MediaCom press director Steve Goodman, who has been lobbying for ABC’s data to provide more detail, says: “Though ABC is the most important tool we have for trading, we still have to use the figures with caution because it does not present a full picture.”

Goodman is also calling for monthly data and for headline circulation figures to include only actively bought copies. With regard to copies that are given away free, he would like to see these split into two sets in order to distinguish between those left in hotel lobbies that are unlikely to be heavily read and those distributed on aeroplanes and carefully targeted.

He would also like EMAP to again start to include bulks in its data, so that buyers can place some sort of value on sample copies and magazines that are given away free.

One industry insider says that publishers do not want monthly figures to be published, because it would highlight issue-by-issue variations in circulation, opening up the market to seasonal pricing.

Condé Nast managing director Nicholas Coleridge defends the current ABC system and says that it provides an “incredible amount of detail” already. He adds: “It is all about costs. If we get all our titles audited every month, it will increase the costs incurred by publishers by ten to 15 per cent and those costs will have to be passed on to clients.”

But advertisers such as Procter & Gamble associate director of UK media Bernard Balderston, who has been a member of the ABC Council for three years, insist that the issue of transparency of ABC data has become a major concern. He says: “This is not a criticism, but the ABC data produced is less than helpful to advertisers, because it is produced on an average basis.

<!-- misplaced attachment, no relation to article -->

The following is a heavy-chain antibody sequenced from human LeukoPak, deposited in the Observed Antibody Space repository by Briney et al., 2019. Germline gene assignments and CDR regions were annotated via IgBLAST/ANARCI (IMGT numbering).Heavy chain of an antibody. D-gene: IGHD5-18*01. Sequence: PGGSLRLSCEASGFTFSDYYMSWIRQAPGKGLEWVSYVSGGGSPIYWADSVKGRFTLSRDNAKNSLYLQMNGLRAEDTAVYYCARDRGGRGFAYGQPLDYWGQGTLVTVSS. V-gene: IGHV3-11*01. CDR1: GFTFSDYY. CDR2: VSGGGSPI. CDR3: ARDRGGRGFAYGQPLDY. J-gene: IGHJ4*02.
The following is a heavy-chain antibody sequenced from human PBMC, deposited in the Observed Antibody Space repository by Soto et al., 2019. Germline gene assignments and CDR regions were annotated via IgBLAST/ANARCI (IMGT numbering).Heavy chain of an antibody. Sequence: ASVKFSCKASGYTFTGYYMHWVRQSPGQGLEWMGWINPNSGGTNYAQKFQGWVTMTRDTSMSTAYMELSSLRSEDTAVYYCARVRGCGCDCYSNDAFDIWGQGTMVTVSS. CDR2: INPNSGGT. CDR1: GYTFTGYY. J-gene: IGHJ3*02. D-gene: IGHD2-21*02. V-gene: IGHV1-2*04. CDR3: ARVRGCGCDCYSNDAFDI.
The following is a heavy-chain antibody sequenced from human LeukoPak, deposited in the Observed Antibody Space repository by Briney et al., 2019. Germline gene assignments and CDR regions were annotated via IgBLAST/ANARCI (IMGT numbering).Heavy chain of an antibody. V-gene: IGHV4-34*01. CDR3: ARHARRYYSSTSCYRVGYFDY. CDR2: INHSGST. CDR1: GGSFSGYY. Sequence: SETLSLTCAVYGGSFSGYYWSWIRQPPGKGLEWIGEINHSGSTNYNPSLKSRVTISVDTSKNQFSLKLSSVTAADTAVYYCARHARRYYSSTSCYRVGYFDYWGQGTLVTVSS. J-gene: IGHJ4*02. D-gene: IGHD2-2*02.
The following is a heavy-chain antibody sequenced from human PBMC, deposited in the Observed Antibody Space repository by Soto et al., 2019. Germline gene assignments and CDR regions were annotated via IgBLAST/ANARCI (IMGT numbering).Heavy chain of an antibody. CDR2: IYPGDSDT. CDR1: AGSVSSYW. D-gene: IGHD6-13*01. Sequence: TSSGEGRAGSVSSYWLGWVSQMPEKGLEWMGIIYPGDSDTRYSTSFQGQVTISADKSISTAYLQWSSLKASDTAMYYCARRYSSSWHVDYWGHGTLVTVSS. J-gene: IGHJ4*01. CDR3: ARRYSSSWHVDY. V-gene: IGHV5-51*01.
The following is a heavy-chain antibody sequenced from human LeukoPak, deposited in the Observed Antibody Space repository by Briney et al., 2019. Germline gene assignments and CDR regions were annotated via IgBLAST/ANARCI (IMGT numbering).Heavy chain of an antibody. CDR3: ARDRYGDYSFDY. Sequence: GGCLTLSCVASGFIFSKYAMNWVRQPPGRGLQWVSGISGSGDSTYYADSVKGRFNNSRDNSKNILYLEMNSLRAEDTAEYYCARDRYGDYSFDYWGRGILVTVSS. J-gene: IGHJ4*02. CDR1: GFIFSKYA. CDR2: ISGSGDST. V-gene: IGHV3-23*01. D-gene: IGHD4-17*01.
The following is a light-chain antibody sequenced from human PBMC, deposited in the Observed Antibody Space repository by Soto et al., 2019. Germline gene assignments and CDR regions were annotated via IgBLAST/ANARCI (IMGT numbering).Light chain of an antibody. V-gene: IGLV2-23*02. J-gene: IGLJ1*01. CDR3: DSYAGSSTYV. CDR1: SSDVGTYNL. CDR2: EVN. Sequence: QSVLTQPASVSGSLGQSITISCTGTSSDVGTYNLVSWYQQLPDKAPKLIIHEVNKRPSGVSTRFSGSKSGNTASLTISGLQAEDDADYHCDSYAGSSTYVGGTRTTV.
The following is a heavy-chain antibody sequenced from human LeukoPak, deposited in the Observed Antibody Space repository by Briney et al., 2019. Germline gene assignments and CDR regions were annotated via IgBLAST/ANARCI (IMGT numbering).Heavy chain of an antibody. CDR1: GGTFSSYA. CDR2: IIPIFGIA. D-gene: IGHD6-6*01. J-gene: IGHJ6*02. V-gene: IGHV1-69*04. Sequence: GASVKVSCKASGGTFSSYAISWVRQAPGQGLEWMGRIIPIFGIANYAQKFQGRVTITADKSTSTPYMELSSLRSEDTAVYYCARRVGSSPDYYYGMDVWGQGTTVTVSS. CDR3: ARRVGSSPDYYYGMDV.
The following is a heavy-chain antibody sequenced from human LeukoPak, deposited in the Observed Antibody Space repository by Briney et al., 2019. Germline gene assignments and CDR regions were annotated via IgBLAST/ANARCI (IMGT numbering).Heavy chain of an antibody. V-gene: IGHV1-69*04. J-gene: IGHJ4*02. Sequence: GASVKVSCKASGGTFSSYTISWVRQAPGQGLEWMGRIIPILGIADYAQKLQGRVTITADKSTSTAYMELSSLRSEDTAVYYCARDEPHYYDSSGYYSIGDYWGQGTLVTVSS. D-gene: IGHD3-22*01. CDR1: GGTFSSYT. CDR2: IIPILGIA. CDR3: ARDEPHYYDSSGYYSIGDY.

“When I buy space on television, I know exactly what I’m paying for: I get second-by-second data on all our TV campaigns, and I need the same level of information with magazines. I see no reason why I can’t get a fuller picture, though undoubtedly it would change the way of trading and maybe even put the publishers at a disadvantage.”

While ABC figures continue to be published biannually, Zenith Optimedia press buyer Stuart Mays says there will always be “a shroud of suspicion”. But for some advertisers, with seasonal needs, he claims monthly data would have little effect. Fashion brands, for instance, target the glossies in the spring and autumn.

Mays believes that the ABC should provide additional data on how issues that have been heavily promoted or have carried a particular cover mount have performed.

But a spokesman for the ABC says that the way circulation figures are presented to the industry is not about to change.

Although the ABC polices the magazine industry, it relies on numerous committees made up of a mixture of publishers, media buyers and advertisers to propose changes that then need to be considered by the full ABC Council. One industry insider claims that, because all the different parties are represented at the various stages, agreement is rarely reached and few changes get through.

ABC chief executive Chris Boyd says: “The ABC system has changed a lot in the past couple of years, keeping up with the times. We are always listening to what the industry wants. Our job is to deliver what the Council puts forward.”

So for the time being at least, advertisers and buyers will have to content themselves with the twice-yearly spin that characterises the announcement of magazine ABC figures if they are to glean any early indications of how titles are performing.